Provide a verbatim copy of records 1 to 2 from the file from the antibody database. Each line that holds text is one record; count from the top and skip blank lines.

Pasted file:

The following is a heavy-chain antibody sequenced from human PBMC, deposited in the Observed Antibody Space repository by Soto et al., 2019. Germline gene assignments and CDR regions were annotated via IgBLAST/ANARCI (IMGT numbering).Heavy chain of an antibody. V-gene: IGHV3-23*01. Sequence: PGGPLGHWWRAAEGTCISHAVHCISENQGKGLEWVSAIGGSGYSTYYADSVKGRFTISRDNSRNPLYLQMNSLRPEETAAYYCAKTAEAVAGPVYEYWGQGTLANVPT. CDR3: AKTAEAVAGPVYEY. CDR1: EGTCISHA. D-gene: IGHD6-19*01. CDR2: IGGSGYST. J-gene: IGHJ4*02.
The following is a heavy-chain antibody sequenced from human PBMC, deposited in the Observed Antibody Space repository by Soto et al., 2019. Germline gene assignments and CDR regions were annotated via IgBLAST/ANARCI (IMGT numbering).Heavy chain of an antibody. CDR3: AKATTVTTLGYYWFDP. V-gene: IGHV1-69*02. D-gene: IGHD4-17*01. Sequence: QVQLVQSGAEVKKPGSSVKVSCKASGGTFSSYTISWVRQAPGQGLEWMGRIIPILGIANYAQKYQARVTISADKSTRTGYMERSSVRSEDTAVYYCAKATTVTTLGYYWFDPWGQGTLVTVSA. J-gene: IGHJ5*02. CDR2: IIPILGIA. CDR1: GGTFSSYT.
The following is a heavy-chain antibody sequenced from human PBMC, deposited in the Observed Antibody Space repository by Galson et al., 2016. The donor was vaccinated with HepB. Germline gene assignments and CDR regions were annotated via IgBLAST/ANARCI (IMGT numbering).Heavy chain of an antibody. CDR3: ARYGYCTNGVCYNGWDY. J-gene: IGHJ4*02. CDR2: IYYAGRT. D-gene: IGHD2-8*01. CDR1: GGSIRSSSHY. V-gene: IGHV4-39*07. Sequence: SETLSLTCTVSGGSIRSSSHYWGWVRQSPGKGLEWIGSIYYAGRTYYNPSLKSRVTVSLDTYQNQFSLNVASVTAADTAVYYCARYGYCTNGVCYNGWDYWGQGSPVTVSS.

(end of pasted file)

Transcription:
The following is a heavy-chain antibody sequenced from human PBMC, deposited in the Observed Antibody Space repository by Soto et al., 2019. Germline gene assignments and CDR regions were annotated via IgBLAST/ANARCI (IMGT numbering).Heavy chain of an antibody. V-gene: IGHV3-23*01. Sequence: PGGPLGHWWRAAEGTCISHAVHCISENQGKGLEWVSAIGGSGYSTYYADSVKGRFTISRDNSRNPLYLQMNSLRPEETAAYYCAKTAEAVAGPVYEYWGQGTLANVPT. CDR3: AKTAEAVAGPVYEY. CDR1: EGTCISHA. D-gene: IGHD6-19*01. CDR2: IGGSGYST. J-gene: IGHJ4*02.
The following is a heavy-chain antibody sequenced from human PBMC, deposited in the Observed Antibody Space repository by Soto et al., 2019. Germline gene assignments and CDR regions were annotated via IgBLAST/ANARCI (IMGT numbering).Heavy chain of an antibody. CDR3: AKATTVTTLGYYWFDP. V-gene: IGHV1-69*02. D-gene: IGHD4-17*01. Sequence: QVQLVQSGAEVKKPGSSVKVSCKASGGTFSSYTISWVRQAPGQGLEWMGRIIPILGIANYAQKYQARVTISADKSTRTGYMERSSVRSEDTAVYYCAKATTVTTLGYYWFDPWGQGTLVTVSA. J-gene: IGHJ5*02. CDR2: IIPILGIA. CDR1: GGTFSSYT.